Talking about the future is natural in the early stages of a relationship. You have probably been involved in a conversation along the lines of:

“Where is this going?”

“When will we get married?”

“Do we want to have children?”

Hopefully, you made it through those discussions and are now looking forward to leaving work and enjoying your retirement together. Unfortunately, it seems that the older we get, the less we talk about how we envision the rest of our lives. Especially when it comes to retirement planning.

According to research from Prudential, almost a quarter (24%) of couples have never discussed retirement plans.

But, talking to one another and making plans as a couple is likely to improve your quality of life as you get older, as well as helping you to avoid some common retirement planning pitfalls.

The effects of not communicating

67% of couples do not know what their combined retirement income will be, which means that they are not able to plan for the cost of care or know who long their money will last when they finish working.

Furthermore, a fifth (21%) have never talked about their salary with their partner and 17% don’t know how much their other half earns. Such a lack of communication could lead to misunderstandings, or, ultimately, the breakdown of the relationship.

According to Prudential, 9% of women plan to use their spouse or parents’ retirement income and provisions to fund their own lifestyle. Without any discussion, this could come as a shock to their spouse; especially if they have only made provisions to support their own living costs in later life.

The benefits of planning as a couple

Making sure that you are both involved in planning for retirement and any decisions made regarding later life finances can:

Keep you both on the right track

5% of people say their biggest fear surrounding retirement planning is not knowing what their partner is planning. Deciding to plan as a single unit, rather than individuals will mean that you are both kept in the loop and know how future financial decisions will affect your household.

A further 5% are afraid that their partner may be reckless with their retirement fund. However, there is a higher chance of your other half spending money irresponsibly if they are not following a plan which has been crafted with both partners’ goals in mind.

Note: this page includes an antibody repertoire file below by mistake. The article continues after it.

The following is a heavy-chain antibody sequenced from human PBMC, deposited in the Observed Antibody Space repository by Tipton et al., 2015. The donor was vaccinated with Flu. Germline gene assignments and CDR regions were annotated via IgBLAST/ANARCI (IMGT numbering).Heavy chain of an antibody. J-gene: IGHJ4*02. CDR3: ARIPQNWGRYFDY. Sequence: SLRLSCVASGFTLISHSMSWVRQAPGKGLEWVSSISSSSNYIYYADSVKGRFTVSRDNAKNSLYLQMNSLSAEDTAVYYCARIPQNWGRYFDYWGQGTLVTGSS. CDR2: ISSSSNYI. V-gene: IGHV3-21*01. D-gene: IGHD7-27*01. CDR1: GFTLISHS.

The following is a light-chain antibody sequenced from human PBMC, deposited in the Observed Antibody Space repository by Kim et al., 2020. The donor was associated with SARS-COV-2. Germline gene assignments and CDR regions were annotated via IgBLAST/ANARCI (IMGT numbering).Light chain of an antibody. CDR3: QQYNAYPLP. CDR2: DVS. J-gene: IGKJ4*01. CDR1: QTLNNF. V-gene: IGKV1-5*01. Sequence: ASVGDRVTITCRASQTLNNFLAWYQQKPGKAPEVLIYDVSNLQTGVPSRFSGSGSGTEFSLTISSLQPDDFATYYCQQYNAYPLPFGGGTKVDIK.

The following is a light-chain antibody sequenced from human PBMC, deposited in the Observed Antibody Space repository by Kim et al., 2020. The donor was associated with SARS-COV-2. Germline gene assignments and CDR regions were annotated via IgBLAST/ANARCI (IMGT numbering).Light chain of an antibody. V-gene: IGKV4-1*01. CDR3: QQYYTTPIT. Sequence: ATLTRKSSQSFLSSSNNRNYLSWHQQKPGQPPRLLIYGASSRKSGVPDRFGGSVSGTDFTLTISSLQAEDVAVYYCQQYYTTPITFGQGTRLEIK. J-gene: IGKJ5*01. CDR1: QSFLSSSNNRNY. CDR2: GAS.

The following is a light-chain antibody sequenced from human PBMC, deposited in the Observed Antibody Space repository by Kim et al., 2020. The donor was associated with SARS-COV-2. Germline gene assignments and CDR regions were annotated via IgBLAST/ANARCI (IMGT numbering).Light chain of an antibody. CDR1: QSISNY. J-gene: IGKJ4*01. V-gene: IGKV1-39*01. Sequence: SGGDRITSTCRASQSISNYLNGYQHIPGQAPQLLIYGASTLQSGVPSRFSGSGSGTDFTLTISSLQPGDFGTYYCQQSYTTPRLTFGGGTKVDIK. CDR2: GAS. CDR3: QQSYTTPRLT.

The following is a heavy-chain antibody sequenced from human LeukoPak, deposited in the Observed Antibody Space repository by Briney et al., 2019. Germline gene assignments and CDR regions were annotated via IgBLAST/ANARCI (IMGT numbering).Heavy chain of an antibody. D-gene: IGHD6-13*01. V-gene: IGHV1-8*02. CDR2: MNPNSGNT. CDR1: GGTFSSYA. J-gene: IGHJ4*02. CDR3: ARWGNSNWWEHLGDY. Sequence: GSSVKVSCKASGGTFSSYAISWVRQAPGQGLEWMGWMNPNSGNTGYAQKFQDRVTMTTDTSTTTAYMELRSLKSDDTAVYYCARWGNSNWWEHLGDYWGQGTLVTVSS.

Help you to give more to loved ones

A fifth of people are worried that they will not be able to help their children or grandchildren during their retirement. Knowing your combined retirement income will help you to budget properly and determine whether you have the surplus cash to offer a helping hand to loved ones.

Make your retirement income last

Almost half (46%) of people say their biggest retirement fear is running out of money. It is much easier to know how long your retirement income will last, if you know what you are working with. By planning your retirement as a couple, you can combine your incomes and know what you have.

Maximise your retirement income

The earlier you begin retirement planning as a couple, the longer you have to make up any shortfall and ensure that you will have enough money to support you both in retirement. Having more time to plan means you can increase your National Insurance contributions to get more State Pension as well as putting more into your personal or Workplace Pensions to produce a larger retirement income in later life.

Stan Russell, retirement expert at Prudential, commented: “Conversations about finances are never easy, especially if you have not even told your partner how much you earn. It is extremely important to discuss your finances, however, as it is essential to know where you both stand so you can plan for a comfortable retirement.”

“Couples who don’t talk, and make joint plans, risk losing out on making the most of the pension saving tax relief available between them, not using their full allowances in retirement may also end up with unrealistic expectations of what their savings combined are worth.”

“For couples who have never had conversations regarding their personal finances, it is best to seek advice from a professional financial adviser who should be able to inform them of the best way they can maximise their savings and use new pension rules if appropriate.”

How can a financial adviser help?

Other fears held by those who are starting to think about retirement planning include:

  • Making mistakes in retirement planning (21%)
  • Facing unnecessary tax bills (15%)
  • Falling victim to retirement scams (12%)
  • Do not know where to find help/guidance (11%)
  • Getting overwhelmed by the available retirement income options (10%)

Engaging with a financial adviser can help you to overcome all these concerns, as an individual and as a couple.

If you are finding it hard to understand retirement planning, or create a plan as a couple, why not talk to us and we will help you to find your way.

For more information, or to get started, please content Sarah or Bev on 0115 933 8433.

A pension is a long-term investment. The fund value may fluctuate and can go down, which would have an impact on the level of pension benefits available. Past performance is not a reliable indicator of future performance. Your pension income could also be affected the interest rates at the time you take your benefits.

Levels, bases of and reliefs from taxation may be subject to change and their value depends on the individual circumstances of the investor.